• Roughly half of those who need treatment seek it, but only slightly more than half of those who receive treatment receive at least minimally adequate care, according to an April 2008 Rand Report.

As a citizen and a voter, I am ashamed of these numbers. Taking care of those that protect our country is a fundamental obligation of government. Each and every one of us should demand that our elected officials honor commitments we have made to veterans who have honored us with their service. Until we do so, Memorial Day seems a shallow honor at best.

My photos from this trip are posted here .

©2008, Ed Rosack. All rights reserved.

Dulles Air and Space Museum

If you ever travel through Dulles International, it is well worth scheduling yourself in early or out late so you can take a short side trip. The Steven F. Udvar-Hazy Center annex of the National Air and Space Museum is located a few minutes south of the airport. You can take a shuttle to and from the airport, or follow Highway 28 (the first exit as you leave the airport) south until you see the sign. It only takes 10 – 15 minutes to get there from the airport. Entrance to the museum is free, but parking is $12, so take a few friends (all in one car).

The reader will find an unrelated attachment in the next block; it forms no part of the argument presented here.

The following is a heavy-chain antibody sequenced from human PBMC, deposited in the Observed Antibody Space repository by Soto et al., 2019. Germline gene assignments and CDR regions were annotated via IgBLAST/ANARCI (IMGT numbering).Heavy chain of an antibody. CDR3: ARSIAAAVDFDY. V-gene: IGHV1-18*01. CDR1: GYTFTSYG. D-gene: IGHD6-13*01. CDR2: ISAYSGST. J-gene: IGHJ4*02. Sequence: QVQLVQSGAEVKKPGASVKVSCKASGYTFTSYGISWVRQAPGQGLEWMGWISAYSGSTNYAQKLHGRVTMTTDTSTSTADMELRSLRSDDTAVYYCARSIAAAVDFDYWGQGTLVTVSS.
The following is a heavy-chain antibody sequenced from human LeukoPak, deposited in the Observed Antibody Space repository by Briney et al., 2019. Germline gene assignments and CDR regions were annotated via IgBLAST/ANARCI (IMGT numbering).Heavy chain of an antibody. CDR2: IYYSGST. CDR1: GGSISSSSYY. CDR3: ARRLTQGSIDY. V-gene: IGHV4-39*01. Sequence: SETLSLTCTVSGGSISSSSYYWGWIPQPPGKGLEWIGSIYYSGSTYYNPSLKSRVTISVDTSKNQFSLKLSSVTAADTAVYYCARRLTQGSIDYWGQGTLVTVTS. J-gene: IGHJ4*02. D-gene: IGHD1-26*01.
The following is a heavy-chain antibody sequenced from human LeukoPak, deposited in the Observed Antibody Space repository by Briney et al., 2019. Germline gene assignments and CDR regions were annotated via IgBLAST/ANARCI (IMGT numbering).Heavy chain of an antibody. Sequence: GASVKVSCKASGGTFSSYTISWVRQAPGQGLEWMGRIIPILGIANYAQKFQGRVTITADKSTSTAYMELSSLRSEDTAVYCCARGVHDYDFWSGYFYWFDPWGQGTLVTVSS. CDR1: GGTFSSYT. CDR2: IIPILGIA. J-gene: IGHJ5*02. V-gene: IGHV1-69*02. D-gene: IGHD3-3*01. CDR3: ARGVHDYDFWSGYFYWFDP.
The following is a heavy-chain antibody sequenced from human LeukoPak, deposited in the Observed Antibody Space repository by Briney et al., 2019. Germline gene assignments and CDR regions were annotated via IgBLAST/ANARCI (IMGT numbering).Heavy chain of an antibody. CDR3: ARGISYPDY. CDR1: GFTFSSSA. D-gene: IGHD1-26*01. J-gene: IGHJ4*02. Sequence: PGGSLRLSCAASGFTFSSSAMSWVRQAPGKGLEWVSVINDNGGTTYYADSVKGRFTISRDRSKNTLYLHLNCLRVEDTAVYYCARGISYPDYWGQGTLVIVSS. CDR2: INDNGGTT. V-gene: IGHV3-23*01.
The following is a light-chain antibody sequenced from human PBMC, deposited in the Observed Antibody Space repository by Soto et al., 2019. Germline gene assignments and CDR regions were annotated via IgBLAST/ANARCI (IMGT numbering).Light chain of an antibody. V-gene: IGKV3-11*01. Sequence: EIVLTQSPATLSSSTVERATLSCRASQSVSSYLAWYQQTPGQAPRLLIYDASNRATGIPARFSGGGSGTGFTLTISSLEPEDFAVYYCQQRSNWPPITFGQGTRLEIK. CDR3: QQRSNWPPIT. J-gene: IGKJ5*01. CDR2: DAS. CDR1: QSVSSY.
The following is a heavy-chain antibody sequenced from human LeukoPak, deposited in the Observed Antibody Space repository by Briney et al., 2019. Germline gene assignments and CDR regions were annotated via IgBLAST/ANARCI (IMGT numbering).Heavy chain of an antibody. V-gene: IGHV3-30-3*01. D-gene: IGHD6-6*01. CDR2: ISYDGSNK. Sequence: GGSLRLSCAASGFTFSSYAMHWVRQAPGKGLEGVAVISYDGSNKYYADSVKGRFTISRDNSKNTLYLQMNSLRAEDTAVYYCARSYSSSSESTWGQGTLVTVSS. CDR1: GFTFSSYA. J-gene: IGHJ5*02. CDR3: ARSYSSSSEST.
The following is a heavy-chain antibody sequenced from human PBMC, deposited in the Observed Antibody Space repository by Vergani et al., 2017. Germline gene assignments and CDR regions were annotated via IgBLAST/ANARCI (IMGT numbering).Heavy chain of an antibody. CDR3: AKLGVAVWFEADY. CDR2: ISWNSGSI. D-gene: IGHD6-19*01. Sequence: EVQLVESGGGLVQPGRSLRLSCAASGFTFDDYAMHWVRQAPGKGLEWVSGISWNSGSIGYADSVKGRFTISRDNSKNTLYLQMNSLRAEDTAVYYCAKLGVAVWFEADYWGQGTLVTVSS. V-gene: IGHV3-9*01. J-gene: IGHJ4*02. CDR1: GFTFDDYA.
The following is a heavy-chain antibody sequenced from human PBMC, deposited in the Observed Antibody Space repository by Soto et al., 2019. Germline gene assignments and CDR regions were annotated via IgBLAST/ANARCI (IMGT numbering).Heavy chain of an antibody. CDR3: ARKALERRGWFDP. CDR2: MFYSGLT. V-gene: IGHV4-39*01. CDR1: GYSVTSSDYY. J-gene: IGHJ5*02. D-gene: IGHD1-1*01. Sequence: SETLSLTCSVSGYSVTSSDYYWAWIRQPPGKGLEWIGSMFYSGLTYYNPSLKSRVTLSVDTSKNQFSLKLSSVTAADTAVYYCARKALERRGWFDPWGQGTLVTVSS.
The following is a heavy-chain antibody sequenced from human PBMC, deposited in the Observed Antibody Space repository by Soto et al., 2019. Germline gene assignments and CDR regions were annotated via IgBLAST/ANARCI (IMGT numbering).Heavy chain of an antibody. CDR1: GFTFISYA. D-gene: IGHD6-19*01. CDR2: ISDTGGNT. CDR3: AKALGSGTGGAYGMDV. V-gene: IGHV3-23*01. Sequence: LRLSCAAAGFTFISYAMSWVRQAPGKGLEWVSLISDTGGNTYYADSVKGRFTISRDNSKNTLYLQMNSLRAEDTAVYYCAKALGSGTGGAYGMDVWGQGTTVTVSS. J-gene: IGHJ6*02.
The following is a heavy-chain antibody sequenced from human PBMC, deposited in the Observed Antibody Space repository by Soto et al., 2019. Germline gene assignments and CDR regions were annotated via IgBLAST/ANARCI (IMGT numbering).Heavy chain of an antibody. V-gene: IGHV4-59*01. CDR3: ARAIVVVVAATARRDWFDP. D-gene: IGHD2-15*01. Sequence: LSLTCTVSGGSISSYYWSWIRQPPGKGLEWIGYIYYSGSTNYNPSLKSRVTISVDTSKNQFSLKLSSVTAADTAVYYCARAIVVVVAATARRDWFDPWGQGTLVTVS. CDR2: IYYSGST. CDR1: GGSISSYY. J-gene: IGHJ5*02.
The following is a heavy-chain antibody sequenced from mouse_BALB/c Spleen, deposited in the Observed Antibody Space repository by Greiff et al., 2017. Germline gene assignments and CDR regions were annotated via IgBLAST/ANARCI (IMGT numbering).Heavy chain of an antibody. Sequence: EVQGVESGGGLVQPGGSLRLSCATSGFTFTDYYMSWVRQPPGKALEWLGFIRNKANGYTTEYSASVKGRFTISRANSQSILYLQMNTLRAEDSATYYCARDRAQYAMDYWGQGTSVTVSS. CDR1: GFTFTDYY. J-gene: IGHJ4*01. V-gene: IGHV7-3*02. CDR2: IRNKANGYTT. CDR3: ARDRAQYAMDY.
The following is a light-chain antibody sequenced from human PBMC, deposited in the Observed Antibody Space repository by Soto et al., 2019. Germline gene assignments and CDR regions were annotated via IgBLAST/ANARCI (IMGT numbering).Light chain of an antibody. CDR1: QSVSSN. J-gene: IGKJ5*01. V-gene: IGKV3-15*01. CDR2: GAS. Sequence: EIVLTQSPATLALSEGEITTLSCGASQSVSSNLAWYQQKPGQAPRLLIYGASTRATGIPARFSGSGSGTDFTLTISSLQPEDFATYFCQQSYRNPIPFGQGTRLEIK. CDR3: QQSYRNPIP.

Wright Brothers Pano

The Smithsonian needed additional space to display items that they don’t have room for at the downtown Washington, D.C. location. This is very good news for traveling photographers. For a small investment of time (2 – 3 hours) you can see a lot of aviation and space history. They have Wright Brother flyers (click on the photo above for a larger version), an SR-71, a Concorde, the Space Shuttle Enterprise, The Virgin Atlantic GlobalFlyer and much more. Some of these items are beautiful, and all are historic.

Equipment: I took my Canon G9, which did very well. You’ll mostly want a wide angle lens for the interior shots – these things are big and you can get close to most of them. The light is pretty dim, so use a fast lens and plan on at least bracing your camera for longer exposures as I did. Flash won’t be too effective due to the distance involved.

The rest of my photos for this post are here.

On a side note, after you get to your hotel, keep looking for photographs. I made this one out of my hotel window.

Sunset

©2008, Ed Rosack. All rights reserved.